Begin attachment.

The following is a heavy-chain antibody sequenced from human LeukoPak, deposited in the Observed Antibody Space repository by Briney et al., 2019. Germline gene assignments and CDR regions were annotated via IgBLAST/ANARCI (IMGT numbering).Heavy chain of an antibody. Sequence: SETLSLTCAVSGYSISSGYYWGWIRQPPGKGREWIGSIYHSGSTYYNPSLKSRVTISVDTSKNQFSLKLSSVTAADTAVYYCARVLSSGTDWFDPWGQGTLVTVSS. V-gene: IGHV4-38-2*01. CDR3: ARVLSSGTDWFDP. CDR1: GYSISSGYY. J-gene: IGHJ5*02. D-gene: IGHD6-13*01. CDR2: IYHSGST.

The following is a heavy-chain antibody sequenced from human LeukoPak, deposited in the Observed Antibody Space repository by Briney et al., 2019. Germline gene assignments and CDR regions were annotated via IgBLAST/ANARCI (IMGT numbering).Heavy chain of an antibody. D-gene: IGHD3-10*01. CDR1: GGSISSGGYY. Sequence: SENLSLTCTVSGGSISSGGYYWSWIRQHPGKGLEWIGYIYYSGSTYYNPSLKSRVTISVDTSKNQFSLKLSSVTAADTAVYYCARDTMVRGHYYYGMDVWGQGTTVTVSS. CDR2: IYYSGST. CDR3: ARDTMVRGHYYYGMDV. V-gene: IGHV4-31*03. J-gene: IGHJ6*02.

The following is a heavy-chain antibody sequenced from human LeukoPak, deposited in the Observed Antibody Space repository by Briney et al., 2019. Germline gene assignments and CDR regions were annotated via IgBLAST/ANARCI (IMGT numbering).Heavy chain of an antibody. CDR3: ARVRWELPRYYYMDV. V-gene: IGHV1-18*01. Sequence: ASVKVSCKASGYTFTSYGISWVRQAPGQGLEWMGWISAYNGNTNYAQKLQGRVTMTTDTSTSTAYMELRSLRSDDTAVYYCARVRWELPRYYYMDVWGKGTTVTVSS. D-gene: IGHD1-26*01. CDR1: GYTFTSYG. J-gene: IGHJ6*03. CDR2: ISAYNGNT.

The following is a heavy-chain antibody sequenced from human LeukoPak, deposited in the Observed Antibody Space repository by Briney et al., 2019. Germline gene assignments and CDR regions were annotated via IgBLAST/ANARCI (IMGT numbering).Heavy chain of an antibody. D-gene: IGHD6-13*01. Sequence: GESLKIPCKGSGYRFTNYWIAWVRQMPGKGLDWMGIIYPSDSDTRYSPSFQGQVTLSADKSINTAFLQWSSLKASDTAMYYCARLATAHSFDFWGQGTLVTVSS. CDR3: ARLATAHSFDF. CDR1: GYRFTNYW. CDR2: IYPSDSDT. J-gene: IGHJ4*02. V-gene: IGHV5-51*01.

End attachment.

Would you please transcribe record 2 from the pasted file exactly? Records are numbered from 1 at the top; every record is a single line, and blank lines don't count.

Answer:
The following is a heavy-chain antibody sequenced from human LeukoPak, deposited in the Observed Antibody Space repository by Briney et al., 2019. Germline gene assignments and CDR regions were annotated via IgBLAST/ANARCI (IMGT numbering).Heavy chain of an antibody. D-gene: IGHD3-10*01. CDR1: GGSISSGGYY. Sequence: SENLSLTCTVSGGSISSGGYYWSWIRQHPGKGLEWIGYIYYSGSTYYNPSLKSRVTISVDTSKNQFSLKLSSVTAADTAVYYCARDTMVRGHYYYGMDVWGQGTTVTVSS. CDR2: IYYSGST. CDR3: ARDTMVRGHYYYGMDV. V-gene: IGHV4-31*03. J-gene: IGHJ6*02.